By Sharon Atieno

Cessation of movements, lockdowns, social distancing and other containment measures put in place to curb the spread of the coronavirus have leftpeople feeling anxious, distressed and worried. However, technology has stepped in to offer solution to this state of affairs.

One of the recommendations given by World Health Organization (WHO) to cope with stress during this COVID-19 outbreak is talking to people who one can trust.

An application called HearMe, which was developed to break the barriers of loneliness, is changing the lives of its users by offering free peer-to-peer emotional support which is much needed during this period.

The text-based app allows anyone to instantly connect with an empathetic listener, usually a trained volunteer, who understands what members may be experiencing and offer their support.

The user is connected to a listener based on age, gender and what they want to talk about ranging from work, school, relationships, identity and COVID-19 among others. The connection takes place in less than two minutes and the listeners are available 24 hours a day.

According to Adam Lippin, founder of HearMe, the listener is trained to understand the importance of being present and active listening. They show compassion and give space for the user to express themselves.

He notes that during this period, the app has seen an increase in new users as people turn to technology to bridge the gap of loneliness and anxiety created by the pandemic.

The app which is less than a year old, has registered a growth of around 88.3% in members for 2020 and now has about 14,000 users across 65 countries including Kenya, Nigeria, South Africa, Uganda, Tanzania, Sudan and Ethiopia among others.

Lippin says that the primary users of the app are mostly young people of 18-35 years as they suffer more from loneliness and anxiety compared to older age groups and being that it is text based, it appeals more to them as opposed to older people.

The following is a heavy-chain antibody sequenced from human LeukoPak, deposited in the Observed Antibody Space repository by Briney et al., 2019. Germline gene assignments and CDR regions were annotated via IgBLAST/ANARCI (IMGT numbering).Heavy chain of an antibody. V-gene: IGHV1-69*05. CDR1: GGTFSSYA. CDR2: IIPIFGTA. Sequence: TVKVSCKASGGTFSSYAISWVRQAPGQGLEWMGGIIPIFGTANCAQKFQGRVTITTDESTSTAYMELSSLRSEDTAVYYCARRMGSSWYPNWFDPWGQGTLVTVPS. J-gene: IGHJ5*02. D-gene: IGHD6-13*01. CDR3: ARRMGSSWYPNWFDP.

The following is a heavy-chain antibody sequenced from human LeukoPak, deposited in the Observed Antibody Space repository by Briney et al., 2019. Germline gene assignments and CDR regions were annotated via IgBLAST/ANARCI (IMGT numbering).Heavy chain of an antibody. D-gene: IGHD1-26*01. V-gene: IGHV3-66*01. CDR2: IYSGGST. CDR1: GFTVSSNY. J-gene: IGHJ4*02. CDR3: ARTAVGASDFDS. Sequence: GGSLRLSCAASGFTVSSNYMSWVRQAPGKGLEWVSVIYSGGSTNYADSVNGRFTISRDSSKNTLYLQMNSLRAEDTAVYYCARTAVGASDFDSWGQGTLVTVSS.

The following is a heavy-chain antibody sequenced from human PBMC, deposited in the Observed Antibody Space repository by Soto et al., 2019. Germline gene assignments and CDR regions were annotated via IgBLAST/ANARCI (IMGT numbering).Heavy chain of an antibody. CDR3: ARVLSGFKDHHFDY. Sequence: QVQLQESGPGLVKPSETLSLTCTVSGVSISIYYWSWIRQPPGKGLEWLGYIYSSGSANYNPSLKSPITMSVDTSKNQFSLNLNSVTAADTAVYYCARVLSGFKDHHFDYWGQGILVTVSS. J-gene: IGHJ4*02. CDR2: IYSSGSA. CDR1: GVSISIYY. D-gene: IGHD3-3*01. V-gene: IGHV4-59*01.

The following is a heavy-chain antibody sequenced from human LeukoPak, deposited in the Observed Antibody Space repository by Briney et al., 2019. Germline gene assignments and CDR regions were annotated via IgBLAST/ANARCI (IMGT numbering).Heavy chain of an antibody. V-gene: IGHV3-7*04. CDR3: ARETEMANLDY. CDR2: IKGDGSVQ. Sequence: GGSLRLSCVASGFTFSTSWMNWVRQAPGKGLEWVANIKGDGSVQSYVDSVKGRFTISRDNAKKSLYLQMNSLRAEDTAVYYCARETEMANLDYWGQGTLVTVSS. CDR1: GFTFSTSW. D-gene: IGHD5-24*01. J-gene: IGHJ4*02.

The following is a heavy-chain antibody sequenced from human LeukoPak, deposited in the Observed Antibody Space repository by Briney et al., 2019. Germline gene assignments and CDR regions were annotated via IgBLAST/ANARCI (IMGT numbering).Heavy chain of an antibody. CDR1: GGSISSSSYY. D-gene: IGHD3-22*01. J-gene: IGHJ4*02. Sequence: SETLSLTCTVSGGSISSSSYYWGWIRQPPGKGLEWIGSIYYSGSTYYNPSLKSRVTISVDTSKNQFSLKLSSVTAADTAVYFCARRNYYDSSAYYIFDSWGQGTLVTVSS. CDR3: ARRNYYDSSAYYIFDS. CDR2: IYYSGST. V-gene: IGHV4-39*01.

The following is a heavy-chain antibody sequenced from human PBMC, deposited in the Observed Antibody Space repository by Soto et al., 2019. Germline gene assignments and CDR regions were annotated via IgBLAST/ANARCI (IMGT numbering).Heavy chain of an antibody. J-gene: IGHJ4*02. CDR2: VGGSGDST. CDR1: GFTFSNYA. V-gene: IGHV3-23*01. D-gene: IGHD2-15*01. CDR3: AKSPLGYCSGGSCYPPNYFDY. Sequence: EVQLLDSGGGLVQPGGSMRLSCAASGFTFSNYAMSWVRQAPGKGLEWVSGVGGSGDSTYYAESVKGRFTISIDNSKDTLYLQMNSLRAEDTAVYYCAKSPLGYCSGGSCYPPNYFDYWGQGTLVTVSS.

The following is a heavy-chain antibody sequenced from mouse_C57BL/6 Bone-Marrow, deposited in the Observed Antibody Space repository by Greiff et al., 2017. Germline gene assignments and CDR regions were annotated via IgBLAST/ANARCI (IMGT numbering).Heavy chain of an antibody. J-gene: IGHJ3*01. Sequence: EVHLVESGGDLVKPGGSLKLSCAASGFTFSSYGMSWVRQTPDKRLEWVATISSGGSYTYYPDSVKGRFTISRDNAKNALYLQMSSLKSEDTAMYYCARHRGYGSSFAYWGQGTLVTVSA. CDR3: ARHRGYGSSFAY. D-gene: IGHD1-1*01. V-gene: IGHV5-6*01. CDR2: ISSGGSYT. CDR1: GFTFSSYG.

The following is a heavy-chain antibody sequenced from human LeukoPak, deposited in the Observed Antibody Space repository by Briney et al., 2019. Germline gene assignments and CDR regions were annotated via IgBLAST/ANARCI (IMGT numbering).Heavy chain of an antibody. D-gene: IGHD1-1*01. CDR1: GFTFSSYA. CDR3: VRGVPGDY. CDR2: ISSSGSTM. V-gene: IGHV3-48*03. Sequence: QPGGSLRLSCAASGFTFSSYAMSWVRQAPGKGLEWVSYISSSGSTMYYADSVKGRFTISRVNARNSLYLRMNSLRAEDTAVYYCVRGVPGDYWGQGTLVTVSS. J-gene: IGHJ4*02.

It is not only the number of users that has gone up during this period, but also the listeners, being that the position is voluntary. The company now has around 3,000 trained listeners.

Fafolahan Oluwanifemi, 18 years old, has been a listener for three months. She says that in a day she gets an average of seven chats which go for 20 to 30 minutes if the topic is not so sensitive. However, if she is handling a sensitive topic, the conversation can take more than an hour.

According to internal statistics by the company, 94% of users who tap into the HearMe app feel better after one chat.

This is evidenced by a user named Harry, an entrepreneur who says in his testimonial: “It feels so good to have someone focus their full attention on me, even for just 15 minutes. I didn’t think this would really make a difference, but after I texted with a listener, I felt refreshed and ready to face the day anew.”

Maria, a teacher notes that it is the first app that she has used that really helps.

“It has helped me dig into my mind and find what I am truly experiencing. My thoughts are more clear and positive,” she comments.

Lippin, who apart from being a founder is also a listener and a member, notes that the positive reviews and emails about the app, have motivated him to want to scale up and reach more people.